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Paula Hitler
Born Paula Hitler
January 21, 1896(1896-01-21)
Hafeld in Fischlham municipality, Austria
Died June 1, 1960 (aged 64)
Berchtesgaden, West Germany
Resting place Bergfriedhof in Bergfriedhof
Nationality Austrian
German
Parents Alois Hitler, Klara Hitler
Relatives Adolf Hitler (brother)

Paula Hitler (January 21, 1896 in Hafeld, Austria[1] – June 1, 1960 in Berchtesgaden) was the younger sister of Adolf Hitler and the last child of Alois Hitler and his third wife, Klara Pölzl. Paula was the only full sibling of Adolf Hitler to survive into adulthood.

Contents

Pre-war life

Paula was six years old when her father Alois, a retired customs official, died, and eleven when she lost her mother Klara, after which the Austrian government provided a small pension to Paula and Adolf. However, the amount was relatively meager and Adolf, who was by then old enough to support himself, agreed to sign his share over to her.

Paula later moved to Vienna where she worked as a secretary. She had no contact with her brother during the period comprising his difficult years as a painter in Vienna and later Munich, military service during World War I and early political activities back in Munich. She was delighted to meet him again in Vienna during the early 1920s, though she later claimed to have been privately distraught by his subsequent rising fame.

By her own account, after losing a job with a Vienna insurance company in 1930 when her employers found out who she was, Paula received financial support from her brother (which continued until his suicide in 1945), lived under the assumed family name Wolf at Hitler's request (this was a childhood nickname of his which he had also used during the 1920s for security purposes) and worked sporadically.

She later claimed to have seen her brother about once a year during the 1930s and early 1940s. She worked as a secretary in a military hospital for much of World War II.

Post-war life

There is some evidence Paula shared her brother's strong German nationalist beliefs, but she was not politically active and never joined the Nazi party.[2] During the closing days of the war, at the age of 49, she was driven to Berchtesgaden, Germany, apparently on the orders of Martin Bormann.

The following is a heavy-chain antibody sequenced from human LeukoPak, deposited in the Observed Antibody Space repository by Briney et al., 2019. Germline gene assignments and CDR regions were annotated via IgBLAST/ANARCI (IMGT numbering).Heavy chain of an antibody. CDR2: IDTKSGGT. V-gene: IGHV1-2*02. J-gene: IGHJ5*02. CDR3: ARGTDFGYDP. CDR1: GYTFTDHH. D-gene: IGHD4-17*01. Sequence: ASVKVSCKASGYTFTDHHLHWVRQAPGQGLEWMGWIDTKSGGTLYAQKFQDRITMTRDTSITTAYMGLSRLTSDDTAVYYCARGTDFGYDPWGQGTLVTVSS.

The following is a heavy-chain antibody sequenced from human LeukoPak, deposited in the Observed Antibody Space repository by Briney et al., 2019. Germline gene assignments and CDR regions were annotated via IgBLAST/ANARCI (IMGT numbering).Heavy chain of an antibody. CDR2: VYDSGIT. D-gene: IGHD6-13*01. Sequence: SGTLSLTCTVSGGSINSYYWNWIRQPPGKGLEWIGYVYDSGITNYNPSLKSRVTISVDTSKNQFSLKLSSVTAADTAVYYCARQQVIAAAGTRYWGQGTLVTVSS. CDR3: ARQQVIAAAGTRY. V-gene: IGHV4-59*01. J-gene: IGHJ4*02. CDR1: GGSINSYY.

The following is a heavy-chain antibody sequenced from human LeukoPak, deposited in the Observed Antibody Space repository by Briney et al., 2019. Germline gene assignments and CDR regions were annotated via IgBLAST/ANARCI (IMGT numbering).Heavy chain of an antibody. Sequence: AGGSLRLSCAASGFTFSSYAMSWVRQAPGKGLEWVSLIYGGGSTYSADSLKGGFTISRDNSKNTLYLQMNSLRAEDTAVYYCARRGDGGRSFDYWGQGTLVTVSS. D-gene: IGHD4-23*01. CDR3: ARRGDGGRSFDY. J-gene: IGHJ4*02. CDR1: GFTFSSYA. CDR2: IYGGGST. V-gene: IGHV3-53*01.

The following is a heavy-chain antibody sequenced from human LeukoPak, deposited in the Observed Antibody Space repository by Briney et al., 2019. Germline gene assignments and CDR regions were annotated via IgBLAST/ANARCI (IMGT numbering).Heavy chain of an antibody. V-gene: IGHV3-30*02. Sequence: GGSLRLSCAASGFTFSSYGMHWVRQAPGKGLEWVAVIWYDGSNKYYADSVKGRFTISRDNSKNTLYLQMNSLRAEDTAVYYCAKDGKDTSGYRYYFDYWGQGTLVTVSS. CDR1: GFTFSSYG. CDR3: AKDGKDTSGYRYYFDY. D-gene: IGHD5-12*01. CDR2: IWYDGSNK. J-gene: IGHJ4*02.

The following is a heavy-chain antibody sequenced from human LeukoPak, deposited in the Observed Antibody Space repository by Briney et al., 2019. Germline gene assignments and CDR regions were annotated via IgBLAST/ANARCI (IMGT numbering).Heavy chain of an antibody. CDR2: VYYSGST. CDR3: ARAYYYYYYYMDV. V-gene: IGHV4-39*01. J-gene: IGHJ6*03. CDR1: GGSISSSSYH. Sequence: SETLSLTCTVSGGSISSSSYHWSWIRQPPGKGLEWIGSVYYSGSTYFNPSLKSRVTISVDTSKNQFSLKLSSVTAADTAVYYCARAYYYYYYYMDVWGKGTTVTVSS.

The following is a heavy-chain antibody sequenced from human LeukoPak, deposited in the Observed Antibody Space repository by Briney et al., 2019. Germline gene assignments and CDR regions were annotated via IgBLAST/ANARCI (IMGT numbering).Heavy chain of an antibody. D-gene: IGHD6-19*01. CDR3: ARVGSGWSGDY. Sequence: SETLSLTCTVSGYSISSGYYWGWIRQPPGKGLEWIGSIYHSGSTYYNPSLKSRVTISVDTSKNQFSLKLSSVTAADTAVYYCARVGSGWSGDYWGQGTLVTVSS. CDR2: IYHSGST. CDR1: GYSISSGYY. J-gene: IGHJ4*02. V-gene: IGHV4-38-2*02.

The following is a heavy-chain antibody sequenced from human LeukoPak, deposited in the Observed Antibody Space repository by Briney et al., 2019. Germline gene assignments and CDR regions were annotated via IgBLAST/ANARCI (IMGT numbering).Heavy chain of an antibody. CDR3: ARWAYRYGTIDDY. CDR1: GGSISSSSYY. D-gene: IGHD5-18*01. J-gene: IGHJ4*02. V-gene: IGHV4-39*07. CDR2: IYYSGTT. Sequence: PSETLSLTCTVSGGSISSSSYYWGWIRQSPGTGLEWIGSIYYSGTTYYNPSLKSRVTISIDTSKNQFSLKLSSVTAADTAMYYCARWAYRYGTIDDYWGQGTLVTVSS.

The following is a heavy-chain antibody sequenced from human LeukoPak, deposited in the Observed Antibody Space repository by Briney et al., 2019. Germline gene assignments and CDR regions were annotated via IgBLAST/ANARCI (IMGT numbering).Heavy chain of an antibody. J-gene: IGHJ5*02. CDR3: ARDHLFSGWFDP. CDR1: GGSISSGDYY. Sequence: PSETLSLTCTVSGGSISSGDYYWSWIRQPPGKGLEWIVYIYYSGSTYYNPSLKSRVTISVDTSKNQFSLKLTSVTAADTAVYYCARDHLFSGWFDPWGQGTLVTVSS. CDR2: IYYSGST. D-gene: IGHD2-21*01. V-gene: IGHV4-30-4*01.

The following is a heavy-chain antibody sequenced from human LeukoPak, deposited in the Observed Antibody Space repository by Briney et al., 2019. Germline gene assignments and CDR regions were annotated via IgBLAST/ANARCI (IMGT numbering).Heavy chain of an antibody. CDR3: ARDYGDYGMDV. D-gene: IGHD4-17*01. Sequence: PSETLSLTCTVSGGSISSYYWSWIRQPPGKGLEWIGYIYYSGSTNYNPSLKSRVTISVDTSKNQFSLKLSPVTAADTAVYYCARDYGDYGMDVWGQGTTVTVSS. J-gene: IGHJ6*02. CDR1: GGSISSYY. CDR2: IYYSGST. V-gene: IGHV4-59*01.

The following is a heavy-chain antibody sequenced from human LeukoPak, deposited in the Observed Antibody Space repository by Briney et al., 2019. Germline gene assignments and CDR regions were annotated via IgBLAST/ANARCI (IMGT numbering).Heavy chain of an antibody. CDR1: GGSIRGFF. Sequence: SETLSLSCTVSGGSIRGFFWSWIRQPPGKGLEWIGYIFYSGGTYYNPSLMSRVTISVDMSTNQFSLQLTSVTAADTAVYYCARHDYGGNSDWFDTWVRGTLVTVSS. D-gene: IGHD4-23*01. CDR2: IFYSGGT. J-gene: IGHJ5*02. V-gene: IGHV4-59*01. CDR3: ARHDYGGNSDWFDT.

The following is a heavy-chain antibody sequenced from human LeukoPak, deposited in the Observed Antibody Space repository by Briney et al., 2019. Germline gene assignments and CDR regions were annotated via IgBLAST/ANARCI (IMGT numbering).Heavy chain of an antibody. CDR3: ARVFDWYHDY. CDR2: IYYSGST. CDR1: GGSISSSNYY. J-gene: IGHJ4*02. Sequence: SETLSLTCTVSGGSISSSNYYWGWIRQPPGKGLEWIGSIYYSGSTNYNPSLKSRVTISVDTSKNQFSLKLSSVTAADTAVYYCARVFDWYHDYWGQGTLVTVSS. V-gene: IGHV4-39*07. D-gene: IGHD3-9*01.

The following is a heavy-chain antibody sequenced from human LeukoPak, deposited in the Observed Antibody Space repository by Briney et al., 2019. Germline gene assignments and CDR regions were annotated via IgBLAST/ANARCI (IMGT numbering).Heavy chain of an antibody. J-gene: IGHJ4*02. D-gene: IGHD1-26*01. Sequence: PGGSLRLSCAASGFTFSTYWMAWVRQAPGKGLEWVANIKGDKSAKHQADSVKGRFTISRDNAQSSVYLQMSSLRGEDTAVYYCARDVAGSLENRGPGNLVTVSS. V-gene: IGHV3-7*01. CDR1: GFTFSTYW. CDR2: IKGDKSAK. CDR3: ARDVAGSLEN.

She was arrested by US intelligence officers in May 1945 and debriefed beginning later that year.[3] A transcript shows one of the agents remarking she bore a physical resemblance to her sibling. She told them the Russians had confiscated her house in Austria, the Americans had expropriated her Vienna apartment and she was taking English lessons.

She characterized her childhood relationship with Adolf as one of both constant bickering and strong affection. Paula said she could not bring herself to believe her brother had been responsible for the Holocaust. She also told them she had met Eva Braun only once. Paula was released from American custody and returned to Vienna where she lived on her savings for a time, then worked in an arts and crafts shop. In 1952, she moved to Berchtesgaden, Germany, reportedly living "in seclusion" in a two-room flat as Paula Wolff. During this time, she was looked after by former members of the SS and survivors of her brother's inner circle.[3]

In February 1959, she agreed to be interviewed by Peter Morley, a documentary producer for British television station Associated-Rediffusion. The resulting conversation was the only filmed interview she ever gave and was broadcast as part of a programme called Tyranny: The Years of Adolf Hitler. She talked mostly about Hitler's childhood.

Death and burial

She died on June 1, 1960 at the age of 64,[4] the last surviving member of Hitler's immediate family.

She was buried in the Bergfriedhof in Berchtesgaden/Schönau under the name Paula Hitler. In June 2005, the wooden grave marker and remains were reportedly removed and replaced with another burial, a common practice in German cemeteries after two or more decades have elapsed.

In May 2006 however, it was reported the grave marker had been returned to Paula's grave and a second, smaller, marker had been added, indicating another more recent burial in the same plot.[5]

Quotes

"His rapid rise in the world worried me. I must honestly confess that I would have preferred it if he had followed his original ambition and become an architect...It would have saved the world a lot of worries."[3]

"Although he had captured the public, who believed him their protector and friend, I knew what he wanted and I was worried not only for his physical safety but also about his sanity."

"The personal fate of my brother affected me very much. He was still my brother, no matter what happened. His end brought unspeakable sorrow to me, as his sister."[3]

References

  1. ^ Zdral, Wolfgang (2005). Die Hitlers. Campus Verlag GmbH. pp. 199. ISBN 3-593-37457-9. 
  2. ^ Interrogation II with Paula Hitler.
  3. ^ a b c d Interview with Paula Wolff
  4. ^ "Paula Hitler". Associated Press in Washington Post. June 3, 1960. http://pqasb.pqarchiver.com/washingtonpost_historical/access/209208842.html?dids=209208842:209208842&FMT=ABS&FMTS=ABS:FT&date=JUN+03%2C+1960&author=&pub=The+Washington+Post&desc=Paula+Hitler%2C+Adolf's+Kin&pqatl=google. Retrieved 2008-05-17. "Berchtesgaden, Germany (AP) Paula Hitler, sister of Adolph [sic] Hitler, died Wednesday, according to police." 
  5. ^ Third Reich in Ruins, Berchtesgaden (the 2nd burial is Cornelia Reif, Feb 2 1925 - June 3 2005)

Literature

  • Marc Vermeeren, "De jeugd van Adolf Hitler 1889-1907 en zijn familie en voorouders". Soesterberg, 2007, 420 blz. Uitgeverij Aspekt. ISBN 978-90-5911-606-1

External links








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